And the good news is that on this stat, the Kindle Paperwhite is a perfect match for the more expensive but recently discontinued Voyage.
Both share a 1,072 x 1,448 E Ink Carta display, providing a sharp pixel density of 300ppi.
The 3G-enabled version goes for £170 with ads, or £180 without.
The competition is chiefly other Kindles and you can read more about the differences here, although I’ll touch on them briefly in the review later.
This super cheap version comes without 3G, meaning you need to buy your books over Wi Fi, and it will also include “special offers” on the lockscreen. To switch these off, you’ll need to add an extra tenner to the price, but they’re pretty harmless in my experience.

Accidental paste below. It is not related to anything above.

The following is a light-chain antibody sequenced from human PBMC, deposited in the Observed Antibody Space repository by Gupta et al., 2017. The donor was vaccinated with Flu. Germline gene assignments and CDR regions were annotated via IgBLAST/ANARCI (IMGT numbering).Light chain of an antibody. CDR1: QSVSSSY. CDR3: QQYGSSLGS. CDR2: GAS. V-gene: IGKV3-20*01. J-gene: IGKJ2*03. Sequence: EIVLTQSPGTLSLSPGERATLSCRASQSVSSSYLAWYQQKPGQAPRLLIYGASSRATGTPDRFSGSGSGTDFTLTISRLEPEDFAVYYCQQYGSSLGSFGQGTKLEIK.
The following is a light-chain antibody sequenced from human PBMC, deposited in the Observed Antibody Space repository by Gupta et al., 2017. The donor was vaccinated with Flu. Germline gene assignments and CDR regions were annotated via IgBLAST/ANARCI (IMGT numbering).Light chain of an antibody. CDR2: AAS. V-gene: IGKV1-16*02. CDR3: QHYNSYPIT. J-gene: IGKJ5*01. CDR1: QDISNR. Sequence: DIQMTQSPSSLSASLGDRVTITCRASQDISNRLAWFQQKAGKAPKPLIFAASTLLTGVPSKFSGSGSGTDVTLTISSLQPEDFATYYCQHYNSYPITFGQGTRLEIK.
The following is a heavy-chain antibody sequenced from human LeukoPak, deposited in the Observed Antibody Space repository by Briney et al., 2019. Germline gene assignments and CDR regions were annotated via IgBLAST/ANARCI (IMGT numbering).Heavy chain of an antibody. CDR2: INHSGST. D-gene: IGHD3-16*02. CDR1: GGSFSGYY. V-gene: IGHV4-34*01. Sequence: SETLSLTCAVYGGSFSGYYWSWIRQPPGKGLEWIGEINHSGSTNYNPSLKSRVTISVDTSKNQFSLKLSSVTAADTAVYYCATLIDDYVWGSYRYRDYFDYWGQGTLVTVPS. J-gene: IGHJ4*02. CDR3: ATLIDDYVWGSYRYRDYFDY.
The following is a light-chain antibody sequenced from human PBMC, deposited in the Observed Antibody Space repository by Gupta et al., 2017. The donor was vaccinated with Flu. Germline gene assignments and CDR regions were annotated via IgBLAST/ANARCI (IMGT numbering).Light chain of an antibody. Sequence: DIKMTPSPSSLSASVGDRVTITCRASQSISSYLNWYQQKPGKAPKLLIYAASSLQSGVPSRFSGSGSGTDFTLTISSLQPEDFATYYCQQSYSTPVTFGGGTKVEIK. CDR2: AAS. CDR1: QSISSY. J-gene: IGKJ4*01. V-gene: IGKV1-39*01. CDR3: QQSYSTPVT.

If you want a 3G-enabled version, the data is included as part of the package, and this allows you to download books in most of the places you’re likely to find yourself on holiday with your Kindle at no extra cost; well, except for the initial upfront fee which is a pretty steep increase.
It feels extremely well made, and you can twist and bend it without it sounding like it’ll break at any given moment.
In fact, that’s the key upgrade for the Paperwhite over the regular Kindle, which has no reading light built in. When the Paperwhite was first introduced, it came with an updated typesetting engine, which offered improved support for hyphenation, justification, kerning and ligatures, as well as drop caps.
But now that all the Kindles run the same software (including older models) that’s no longer a significant factor.
The rubberised back sits very comfortably in whichever hand you choose, and there aren’t any sharp edges or corners to prevent extended use.
Plus, there’s a front light for reading in dark conditions, so there’s no need to keep your partner awake if you’re a bed reader.